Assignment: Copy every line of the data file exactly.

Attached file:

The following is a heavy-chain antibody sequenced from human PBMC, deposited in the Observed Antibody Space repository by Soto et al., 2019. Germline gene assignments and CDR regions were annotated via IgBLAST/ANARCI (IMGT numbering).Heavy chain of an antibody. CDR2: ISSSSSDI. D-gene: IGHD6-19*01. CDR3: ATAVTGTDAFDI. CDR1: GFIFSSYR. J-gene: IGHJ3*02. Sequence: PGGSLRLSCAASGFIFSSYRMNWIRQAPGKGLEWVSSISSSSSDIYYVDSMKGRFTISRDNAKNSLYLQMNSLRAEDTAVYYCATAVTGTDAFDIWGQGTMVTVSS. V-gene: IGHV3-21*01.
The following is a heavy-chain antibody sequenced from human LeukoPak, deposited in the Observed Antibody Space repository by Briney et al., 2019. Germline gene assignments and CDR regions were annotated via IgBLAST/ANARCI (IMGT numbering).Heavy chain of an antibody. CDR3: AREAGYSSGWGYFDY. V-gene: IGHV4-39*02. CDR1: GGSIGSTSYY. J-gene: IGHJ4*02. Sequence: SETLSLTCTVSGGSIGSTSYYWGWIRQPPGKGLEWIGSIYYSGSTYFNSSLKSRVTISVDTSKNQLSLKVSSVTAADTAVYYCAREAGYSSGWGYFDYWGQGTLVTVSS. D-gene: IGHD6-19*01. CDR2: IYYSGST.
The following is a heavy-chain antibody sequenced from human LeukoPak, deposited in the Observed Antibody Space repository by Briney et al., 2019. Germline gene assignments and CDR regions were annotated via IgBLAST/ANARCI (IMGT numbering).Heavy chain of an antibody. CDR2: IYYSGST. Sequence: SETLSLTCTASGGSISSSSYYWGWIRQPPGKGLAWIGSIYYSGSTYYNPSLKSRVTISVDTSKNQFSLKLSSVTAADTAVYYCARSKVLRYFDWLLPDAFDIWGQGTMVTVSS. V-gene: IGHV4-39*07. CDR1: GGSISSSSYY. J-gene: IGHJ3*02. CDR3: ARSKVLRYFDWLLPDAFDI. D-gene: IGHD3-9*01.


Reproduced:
The following is a heavy-chain antibody sequenced from human PBMC, deposited in the Observed Antibody Space repository by Soto et al., 2019. Germline gene assignments and CDR regions were annotated via IgBLAST/ANARCI (IMGT numbering).Heavy chain of an antibody. CDR2: ISSSSSDI. D-gene: IGHD6-19*01. CDR3: ATAVTGTDAFDI. CDR1: GFIFSSYR. J-gene: IGHJ3*02. Sequence: PGGSLRLSCAASGFIFSSYRMNWIRQAPGKGLEWVSSISSSSSDIYYVDSMKGRFTISRDNAKNSLYLQMNSLRAEDTAVYYCATAVTGTDAFDIWGQGTMVTVSS. V-gene: IGHV3-21*01.
The following is a heavy-chain antibody sequenced from human LeukoPak, deposited in the Observed Antibody Space repository by Briney et al., 2019. Germline gene assignments and CDR regions were annotated via IgBLAST/ANARCI (IMGT numbering).Heavy chain of an antibody. CDR3: AREAGYSSGWGYFDY. V-gene: IGHV4-39*02. CDR1: GGSIGSTSYY. J-gene: IGHJ4*02. Sequence: SETLSLTCTVSGGSIGSTSYYWGWIRQPPGKGLEWIGSIYYSGSTYFNSSLKSRVTISVDTSKNQLSLKVSSVTAADTAVYYCAREAGYSSGWGYFDYWGQGTLVTVSS. D-gene: IGHD6-19*01. CDR2: IYYSGST.
The following is a heavy-chain antibody sequenced from human LeukoPak, deposited in the Observed Antibody Space repository by Briney et al., 2019. Germline gene assignments and CDR regions were annotated via IgBLAST/ANARCI (IMGT numbering).Heavy chain of an antibody. CDR2: IYYSGST. Sequence: SETLSLTCTASGGSISSSSYYWGWIRQPPGKGLAWIGSIYYSGSTYYNPSLKSRVTISVDTSKNQFSLKLSSVTAADTAVYYCARSKVLRYFDWLLPDAFDIWGQGTMVTVSS. V-gene: IGHV4-39*07. CDR1: GGSISSSSYY. J-gene: IGHJ3*02. CDR3: ARSKVLRYFDWLLPDAFDI. D-gene: IGHD3-9*01.